Remember, there is no such thing as too much preparation. You may not use all your expertise or insights in the first interview, and chances are you’ll keep them in your back pocket for multiple interviews. 

Additionally, it’s always a good idea to record yourself answering interview questions to catch any hiccups you might have while speaking, such as overusing filler words or taking too many pauses. Overall, as long as you research, practice, relax and just be yourself, you are sure to make a great impression.  

Interview Dos and Don’ts

On the day of the actual interview, there are certain dos and don’ts to keep in mind ahead of time that can ease your nerves and help you to come across as more confident. Especially in today’s working climate, it is important to confirm whether or not your interview will be virtual or in person. 

If your interview is in person, make sure you give yourself plenty of time to get to the office. If your interview is virtual (as most are these days), make sure to practice using the video or audio platform that you will use during the interview, as well as be sure to check your microphone and camera ahead of time to ensure they are working correctly. You always want to join the interview link a few minutes before the start time to ensure that if there are any technical difficulties, you have time to fix them. Being punctual also shows the interviewer that you value their time. 

Setting up your interview location is very important. Make sure you have set up a space that has good lighting, meaning there is enough sunlight or overhead light and no shadows — a helpful tip is not to sit directly in front of a window. This way, the interviewer can see and hear you clearly.

Looking the part is always a bonus. It is always better to be overdressed than underdressed for an interview. This shows that you respect your interviewer and can adhere to a professional wardrobe when needed. Plus, when you look your best, your confidence is boosted. 

Another helpful tip for nailing the interview is to use your resume as a baseline and not a crutch. Candidates who elaborate on their experiences and can find ways to shape a professional narrative that speaks to the company’s values, mission and the work the team does, is key. Remember that interviewers have access to your resume, meaning they don’t want you to merely read off your accomplishments, they want to see your personality and interests shine through between the lines. 

In terms of interview don’ts, you should never bash your current or any past employers. Doing so would not only be inappropriate and show a lack of consideration or respect towards your employers, but it will make your interviewer weary that you will speak ill of their company if hired.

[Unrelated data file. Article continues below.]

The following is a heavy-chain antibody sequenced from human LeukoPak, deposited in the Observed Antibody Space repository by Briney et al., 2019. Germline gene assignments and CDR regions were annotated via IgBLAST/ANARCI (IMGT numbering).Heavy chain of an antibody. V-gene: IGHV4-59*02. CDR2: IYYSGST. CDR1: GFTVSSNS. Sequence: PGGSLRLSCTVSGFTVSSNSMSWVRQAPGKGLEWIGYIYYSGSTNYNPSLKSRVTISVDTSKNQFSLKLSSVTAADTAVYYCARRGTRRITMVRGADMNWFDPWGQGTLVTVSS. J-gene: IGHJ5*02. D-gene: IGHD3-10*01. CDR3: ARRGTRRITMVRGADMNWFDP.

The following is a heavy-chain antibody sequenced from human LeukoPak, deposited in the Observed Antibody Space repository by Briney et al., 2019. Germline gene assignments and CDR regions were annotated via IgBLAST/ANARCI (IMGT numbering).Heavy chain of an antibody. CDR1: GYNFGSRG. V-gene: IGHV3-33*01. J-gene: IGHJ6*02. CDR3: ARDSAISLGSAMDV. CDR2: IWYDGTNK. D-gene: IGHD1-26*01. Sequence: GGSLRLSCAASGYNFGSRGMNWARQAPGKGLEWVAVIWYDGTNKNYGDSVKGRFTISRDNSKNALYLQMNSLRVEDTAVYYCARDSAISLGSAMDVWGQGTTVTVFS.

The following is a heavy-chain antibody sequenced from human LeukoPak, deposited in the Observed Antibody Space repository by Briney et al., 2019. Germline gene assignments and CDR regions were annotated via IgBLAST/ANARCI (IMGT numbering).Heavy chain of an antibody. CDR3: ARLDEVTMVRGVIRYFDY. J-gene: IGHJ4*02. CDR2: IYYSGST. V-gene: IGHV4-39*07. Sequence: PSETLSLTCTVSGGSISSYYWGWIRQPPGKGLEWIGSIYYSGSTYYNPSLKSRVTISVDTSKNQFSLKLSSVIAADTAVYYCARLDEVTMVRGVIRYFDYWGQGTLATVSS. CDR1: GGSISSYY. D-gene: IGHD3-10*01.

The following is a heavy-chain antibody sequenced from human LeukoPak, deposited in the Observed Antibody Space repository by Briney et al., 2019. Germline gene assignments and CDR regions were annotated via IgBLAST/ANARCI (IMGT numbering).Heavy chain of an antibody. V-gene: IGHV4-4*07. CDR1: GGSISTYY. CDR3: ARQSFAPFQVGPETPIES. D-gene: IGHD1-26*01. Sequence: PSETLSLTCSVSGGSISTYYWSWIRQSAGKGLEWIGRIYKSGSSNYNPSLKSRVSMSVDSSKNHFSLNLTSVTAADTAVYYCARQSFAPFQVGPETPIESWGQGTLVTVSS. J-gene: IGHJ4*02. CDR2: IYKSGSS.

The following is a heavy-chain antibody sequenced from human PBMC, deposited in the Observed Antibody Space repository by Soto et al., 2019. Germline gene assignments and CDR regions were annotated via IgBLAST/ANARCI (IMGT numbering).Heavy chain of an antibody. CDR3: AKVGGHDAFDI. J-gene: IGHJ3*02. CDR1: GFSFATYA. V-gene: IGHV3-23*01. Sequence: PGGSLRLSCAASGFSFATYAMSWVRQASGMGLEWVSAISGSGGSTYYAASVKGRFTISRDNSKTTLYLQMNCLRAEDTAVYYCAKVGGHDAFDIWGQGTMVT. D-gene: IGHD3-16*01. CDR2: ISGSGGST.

Another important thing to note is that you cannot assume that recruiters or interviewers know everything about you just from looking at your LinkedIn or resume. You are your biggest advocate, and if you can shape a narrative that goes along with your experiences in an engaging way, you are sure to shine. 

After the Interview — Staying in Touch

After the interview, it’s always a good idea to send a follow-up note thanking the interviewer for their time. Sending a note is not only polite, it also shows that you are interested and serious you are about the role. Following up and staying connected to the recruiter and the interviewer is key to forming a real connection and to stand out amongst other candidates. 

If a week or so passes and you haven’t heard anything, follow-up and let them know that you remain very interested in the role. Chances are, they are running behind and have lots of applicants. If you share that you are still interested, this helps them to narrow down the candidates. Expressing that you remain interested is important because recruiters know that this role remains your top choice even if you have multiple offers that you are juggling. 

Ready to take on your interview? If you are interested in Paychex, join the Paychex Talent Network. They are always looking for students and new graduates with fresh ideas and an eagerness to learn. Be sure to check Paychex out today to learn about the many exciting opportunities that await. 

About Scholars

Scholars helps companies build engaging candidate experiences at scale. Create personalized journeys for all of your candidates from application through onboarding.

About Scholars

Internships and early-career jobs are unlike any others. They are often accepted months, if not years, in advance of the start date leaving plenty of time for candidates to change their minds and decide to work elsewhere, costing your team time and money.

There are two ways that have been proven to decrease renege rates for any company: keeping candidates engaged by sharing personalized information and helping them make connections with their future teammates. Companies use Scholars to accomplish both of these at scale.